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with keyword in Pascal can be use to quick access the field of a record. Anybody knows if C++ has anything similar to that?

Ex: I have a pointer with many fields and i don't want to type like this:

if (pointer->field1) && (pointer->field2) && ... (pointer->fieldn)

what I really want is something like this in C++:

with (pointer)
  if (field1) && (field2) && .......(fieldn)
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Huh. Javascript has the with keyword and it does substantially the same thing; I didn't realize it had a pedigree reaching back to Pascal (!). –  Ben Zotto Feb 17 '10 at 8:30
Maybe it comes from Cobol or ADA, who knows... –  Svetlozar Angelov Feb 17 '10 at 8:32
There is a with in Ada, but not with that meaning. –  AProgrammer Feb 17 '10 at 8:47
There is a with in Vb and in Vb.Net with the same meaning too. –  SoMoS Feb 17 '10 at 9:09
But in VB you need to say With obj / .X = x, so it's not as ambiguous –  erikkallen Feb 17 '10 at 11:52

12 Answers 12

up vote 9 down vote accepted

In C++, you can put code in a method of the class being reference by pointer. There you can directly reference the members without using the pointer. Make it inline and you pretty much get what you want.

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What do you mean for “make it inline”? Can you declare the method just inside another function? It's weird... –  Dacav Jul 17 '10 at 11:12

Probably the closest you can get is this: (Please don't downvote me; this is just an academic exercise. Of course, you can't use any local variables in the body of these artificial with blocks!)

struct Bar {
    int field;

void foo( Bar &b ) {
    struct withbar : Bar { void operator()() {
        cerr << field << endl;
    }}; static_cast<withbar&>(b)();

Or, a bit more demonically,

#define WITH(T) do { struct WITH : T { void operator()() {
#define ENDWITH(X) }}; static_cast<WITH&>((X))(); } while(0)

struct Bar {
    int field;

void foo( Bar &b ) {
    if ( 1+1 == 2 )
        WITH( Bar )
            cerr << field << endl;
        ENDWITH( b );

or in C++0x

#define WITH(X) do { auto P = &X; \
 struct WITH : typename decay< decltype(X) >::type { void operator()() {
#define ENDWITH }}; static_cast<WITH&>((*P))(); } while(0)

        WITH( b )
            cerr << field << endl;
share|improve this answer
Interesting approach! :) –  j_random_hacker Feb 17 '10 at 9:12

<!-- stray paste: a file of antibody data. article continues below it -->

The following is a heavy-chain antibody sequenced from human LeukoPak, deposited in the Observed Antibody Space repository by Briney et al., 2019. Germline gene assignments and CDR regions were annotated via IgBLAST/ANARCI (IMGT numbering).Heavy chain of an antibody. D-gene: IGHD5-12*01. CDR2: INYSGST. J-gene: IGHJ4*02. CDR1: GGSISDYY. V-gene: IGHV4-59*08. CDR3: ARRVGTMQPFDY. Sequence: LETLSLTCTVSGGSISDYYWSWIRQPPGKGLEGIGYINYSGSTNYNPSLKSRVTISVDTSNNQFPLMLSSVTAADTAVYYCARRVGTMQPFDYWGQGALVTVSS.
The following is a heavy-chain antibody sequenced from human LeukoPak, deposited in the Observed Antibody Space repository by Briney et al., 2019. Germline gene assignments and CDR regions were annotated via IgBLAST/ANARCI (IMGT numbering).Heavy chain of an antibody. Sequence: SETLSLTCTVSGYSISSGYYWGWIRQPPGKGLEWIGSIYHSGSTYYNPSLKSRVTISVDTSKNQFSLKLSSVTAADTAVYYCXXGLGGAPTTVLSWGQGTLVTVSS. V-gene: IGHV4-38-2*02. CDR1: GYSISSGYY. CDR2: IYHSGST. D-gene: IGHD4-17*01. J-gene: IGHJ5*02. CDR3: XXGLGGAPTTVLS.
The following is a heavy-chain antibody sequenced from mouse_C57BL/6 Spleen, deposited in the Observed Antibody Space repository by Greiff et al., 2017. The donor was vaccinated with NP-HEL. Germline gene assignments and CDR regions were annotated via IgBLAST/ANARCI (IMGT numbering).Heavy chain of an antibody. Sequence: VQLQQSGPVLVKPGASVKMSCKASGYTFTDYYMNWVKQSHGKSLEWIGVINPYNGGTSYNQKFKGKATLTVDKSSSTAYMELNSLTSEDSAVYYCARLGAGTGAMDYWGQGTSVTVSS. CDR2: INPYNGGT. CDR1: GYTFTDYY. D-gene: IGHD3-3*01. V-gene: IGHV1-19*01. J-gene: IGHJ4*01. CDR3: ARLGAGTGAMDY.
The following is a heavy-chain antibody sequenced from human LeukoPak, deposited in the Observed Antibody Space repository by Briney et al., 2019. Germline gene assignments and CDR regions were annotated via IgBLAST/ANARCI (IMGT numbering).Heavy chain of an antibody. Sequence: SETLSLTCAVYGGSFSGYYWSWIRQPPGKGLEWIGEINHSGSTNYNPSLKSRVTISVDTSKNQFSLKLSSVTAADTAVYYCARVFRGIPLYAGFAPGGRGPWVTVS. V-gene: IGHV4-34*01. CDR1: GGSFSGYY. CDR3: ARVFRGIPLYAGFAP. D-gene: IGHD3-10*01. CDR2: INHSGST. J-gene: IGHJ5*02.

Very nice :). I'd like to mention though that for those few of us that work with the Metrowerks compiler, this is quite likely not to work (it doesn't deal well with structs in a function) –  arke Feb 17 '10 at 9:21
@arke: really? That's surprising, I loved Metrowerks when it was the Mac standard. Hmm, it looks like they lost Howard Hinnant… –  Potatoswatter Feb 17 '10 at 9:27
you can use static variables though. –  Alexandre C. Jul 17 '10 at 11:16

no there is no such keyword.

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No, C++ does not have any such keyword.

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C++ does not have a feature like that. And many consider "WITH" in Pascal to be a problem because it can make the code ambiguous and hard to read, for example it hard to know if field1 is a member of pointer or a local variable or something else. Pascal also allows multiple with-variables such as "With Var1,Var2" which makes it even harder.

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There is always the question that if something can be abused, means that it is bad. –  Marco van de Voort Feb 17 '10 at 9:04
Sure, because name lookup in C++ is so straightforward. No -1, but I think the "can make code ambiguous" argument falls flat when you consider the case of argument-dependent lookup for functions, especially for instantiations of function templates. –  j_random_hacker Feb 17 '10 at 9:09
I agree it can be useful but I've seen it abused so many times now that I stay away from using it. In particular it can bite you if field1 is renamed in the record so your with-code now suddenly silently refers to another variable in scope with the same name. Instead of with I use one of the other approaches suggested here: use a local variable with short name or move it to a function/method. –  Ville Krumlinde Feb 17 '10 at 10:22
Upvote. The worst language feature. Consider this abomination: with struct1, struct2.substruct3, struct4.substruct5.ptrstruct6^... Seen it. –  Nikola Gedelovski Feb 17 '10 at 10:29
Visual Basic tidied up the syntax by requiring the fields belonging to the 'with' to be prefixed with a "." - it also helped syntax completion etc. Our host Joel did that :) –  Will Feb 17 '10 at 12:39